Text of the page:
Personally, I have mixed feelings about "Oryx and Crake," including the made-up words. On the plus side, I thought the book was well written from a stylistic point of view. Plain and simple, Margaret Atwood knows how to write, and that's no small thing when you think about all the godawful stuff that passes for fiction out there in our nation's bookstores. Besides that, Atwood has an excellent, dark sense of humor, as in her fascinating "Blood and Roses" game, where the "Blood" side plays with human atrocities and the "Roses" side with human achievements. Thus, we have "one Mona Lisa equaled Bergen-Belsen, one Armenian genocide equaled the Ninth Symphony plus three Great Pyramids...but there was room for haggling." As I said, Atwood's sense of humor is dark. Besides style and humor, Atwood's certainly got something to say, with strong opinions about morality, bioethics, technology, power, society, human nature, sexuality, and much more. Finally, Atwood has a talent for creating plausible scenarios, characters, and future worlds playing off of our own present. In other words, Atwood's got all the makings of a fine science fiction writer.
So, with all those positives, why do I have mixed feelings about "Oryx and Crake?" Basically, because I feel that Atwood's talents are largely wasted here. True, she's creative, but what's the point of this book? Ultimately, it's hard to know; Atwood is frustratingly vague. Just as importantly, why should we care about the world and characters Atwood creates, starting with the title characters, Oryx and Crake. As far as Oryx is concerned, my feeling at the end of the book was, "goodbye Oryx, sorry I don't care very much, but frankly, I hardly knew ya!" I mean, you'd think that the character whose name is listed first in the book's title would get a bit more fleshing out than the measly treatment Oryx receives in "Oryx and Crake." But, sadly, she doesn't. After nearly 400 pages, I honestly couldn't tell you the most basic things about Oryx: who is she; where does she come from; what makes her tick; why should we care? And yes, I had the same problem with Crake, the other character of the book's title. Unfortunately, these questions apply in many ways to the book as a whole: what is this book all about; where does the world described here come from; what makes it all tick; why should we care?
Another problem with "Oryx and Crake" is that, while it's inventive on a certain level, it's really not very original or interesting. At times, I found myself wondering if Atwood simply took bits and pieces from some of her favorite books and movies -- Blade Runner; Twelve Monkeys; The Island of Dr. Moreau; Gattaca; The Time Machine; Frankenstein, Brave New World - and spliced them together like the rakunks and snats populating the world of "Oryx and Crake." The problem is that, like pigoons and wolvogs, there's something artificial, uninteresting, and strangely cool/devoid of emotion about the synthetic creations, human and animal, that Margaret Atwood gives us in "Oryx and Crake."
Still, lest I completely slam "Oryx and Crake," let me just end by stating that there is a lot of good material here, and I was glad I read it, frustrating though it was. If you've read Atwood's fiction previously and are a fan, I would certainly recommend that you read "Oryx and Crake." If not, you might want to spend you r time reading something else in the dystopia/sci-fi genres, perhaps by Philip Dick, Alfred Bester, or HG Wells. Now THOSE guys really cut the "mustchup!"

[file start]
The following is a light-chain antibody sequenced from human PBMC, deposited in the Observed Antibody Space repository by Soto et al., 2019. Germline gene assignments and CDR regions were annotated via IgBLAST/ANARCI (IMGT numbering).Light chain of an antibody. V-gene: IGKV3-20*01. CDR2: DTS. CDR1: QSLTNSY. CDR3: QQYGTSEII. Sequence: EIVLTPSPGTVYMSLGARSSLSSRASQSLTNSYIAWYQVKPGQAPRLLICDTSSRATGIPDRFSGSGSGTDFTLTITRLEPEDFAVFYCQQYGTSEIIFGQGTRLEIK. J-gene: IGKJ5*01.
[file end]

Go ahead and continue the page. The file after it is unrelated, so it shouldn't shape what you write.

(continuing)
31 of 36 people found the following review helpful
2.0 out of 5 stars I did not care for it,
Margaret Atwood is a great author. She's easily one of my favorite writers, with "The Handmaid's Tale", "The Blind Assassin" and "Cat's Eye" all front-runners on my personal list of favorite books. But I was rather disappointed with "Oryx and Crake".
Throughout the novel Atwood lashes out at everything from big business to genetics to Internet culture, and it is clear that this last one, in particular, is something the author knows very little about. Internet in the world of "Oryx and Crake" seems to be purely comprised of shallow, pointlessly-brutal online games and graphic child pornography. These things exist in reality, of course, but are far from that prevalent or extreme. It's clear Atwood was trying to make a statement, but she just overshot it. And because of this, it just didn't connect or make any sort of impact. The same goes for the scientific aspects of story. The biotech portrayed in the novel was so rediculously out there, resembling not so much a cautionary element as a 'mad-scientist' caricature you'd likely find in a Saturday morning cartoon. In reading this novel, I never quite shrugged the feeling that Atwood was making accusation after blind accusation towards things that she did not bother researching about and understanding beforehand. And this is a shame, because the situations did have promise.
And as far as the characters are concerned, to put it shortly, I found none of them particularly interesting, and I could rarely sympathize with them when the circumstances they were in were so freakishly outlandish. A lack of solid characterization makes it even more difficult.
Satire and dystopian fiction are supposed to tap into peoples' fears. It works when the reader can relate to what they're reading, and that happens when what they're reading is convincing enough. And that's where I found "Oryx and Crake" to fall short. Frog-squashing, "Kwiktime Osama" and massive, amoebic chickenesque lifeforms with no heads and six bodies were more goofy and weird than they were believable. All of the capitalized conjunctions were pretty obnoxious as well. "SoYummie", "CorpSeCorps", "HealthWyzer", "HappiCuppa", "ChickieNobs", etc. All too alien, all too cartoonish. Nothing I could ever imagine seeing advertised in real life.